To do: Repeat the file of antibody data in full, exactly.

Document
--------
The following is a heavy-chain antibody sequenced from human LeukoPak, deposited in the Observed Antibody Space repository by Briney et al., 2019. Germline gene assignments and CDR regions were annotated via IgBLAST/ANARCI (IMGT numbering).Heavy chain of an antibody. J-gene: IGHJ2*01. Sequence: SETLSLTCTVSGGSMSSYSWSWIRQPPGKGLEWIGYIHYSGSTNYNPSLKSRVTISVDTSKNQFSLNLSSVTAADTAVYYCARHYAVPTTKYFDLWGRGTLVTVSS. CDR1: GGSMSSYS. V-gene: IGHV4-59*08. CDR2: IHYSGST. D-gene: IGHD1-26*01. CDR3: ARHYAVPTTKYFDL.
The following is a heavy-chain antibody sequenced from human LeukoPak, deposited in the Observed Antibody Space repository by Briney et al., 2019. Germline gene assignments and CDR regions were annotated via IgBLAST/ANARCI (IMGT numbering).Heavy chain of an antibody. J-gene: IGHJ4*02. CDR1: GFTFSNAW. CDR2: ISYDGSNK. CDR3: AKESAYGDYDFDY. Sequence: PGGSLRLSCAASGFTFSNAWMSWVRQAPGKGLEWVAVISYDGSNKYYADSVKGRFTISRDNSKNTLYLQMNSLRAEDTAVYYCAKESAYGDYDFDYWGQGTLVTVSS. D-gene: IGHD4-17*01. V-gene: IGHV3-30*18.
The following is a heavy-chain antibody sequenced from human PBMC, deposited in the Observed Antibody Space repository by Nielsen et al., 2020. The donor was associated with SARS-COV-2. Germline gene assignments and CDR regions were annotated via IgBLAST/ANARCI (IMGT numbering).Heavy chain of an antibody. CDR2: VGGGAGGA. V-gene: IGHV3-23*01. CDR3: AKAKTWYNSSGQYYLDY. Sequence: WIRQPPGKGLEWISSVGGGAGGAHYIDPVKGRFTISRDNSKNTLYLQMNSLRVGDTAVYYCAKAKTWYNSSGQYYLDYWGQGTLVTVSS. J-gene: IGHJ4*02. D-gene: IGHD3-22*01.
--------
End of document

The following is a heavy-chain antibody sequenced from human LeukoPak, deposited in the Observed Antibody Space repository by Briney et al., 2019. Germline gene assignments and CDR regions were annotated via IgBLAST/ANARCI (IMGT numbering).Heavy chain of an antibody. J-gene: IGHJ2*01. Sequence: SETLSLTCTVSGGSMSSYSWSWIRQPPGKGLEWIGYIHYSGSTNYNPSLKSRVTISVDTSKNQFSLNLSSVTAADTAVYYCARHYAVPTTKYFDLWGRGTLVTVSS. CDR1: GGSMSSYS. V-gene: IGHV4-59*08. CDR2: IHYSGST. D-gene: IGHD1-26*01. CDR3: ARHYAVPTTKYFDL.
The following is a heavy-chain antibody sequenced from human LeukoPak, deposited in the Observed Antibody Space repository by Briney et al., 2019. Germline gene assignments and CDR regions were annotated via IgBLAST/ANARCI (IMGT numbering).Heavy chain of an antibody. J-gene: IGHJ4*02. CDR1: GFTFSNAW. CDR2: ISYDGSNK. CDR3: AKESAYGDYDFDY. Sequence: PGGSLRLSCAASGFTFSNAWMSWVRQAPGKGLEWVAVISYDGSNKYYADSVKGRFTISRDNSKNTLYLQMNSLRAEDTAVYYCAKESAYGDYDFDYWGQGTLVTVSS. D-gene: IGHD4-17*01. V-gene: IGHV3-30*18.
The following is a heavy-chain antibody sequenced from human PBMC, deposited in the Observed Antibody Space repository by Nielsen et al., 2020. The donor was associated with SARS-COV-2. Germline gene assignments and CDR regions were annotated via IgBLAST/ANARCI (IMGT numbering).Heavy chain of an antibody. CDR2: VGGGAGGA. V-gene: IGHV3-23*01. CDR3: AKAKTWYNSSGQYYLDY. Sequence: WIRQPPGKGLEWISSVGGGAGGAHYIDPVKGRFTISRDNSKNTLYLQMNSLRVGDTAVYYCAKAKTWYNSSGQYYLDYWGQGTLVTVSS. J-gene: IGHJ4*02. D-gene: IGHD3-22*01.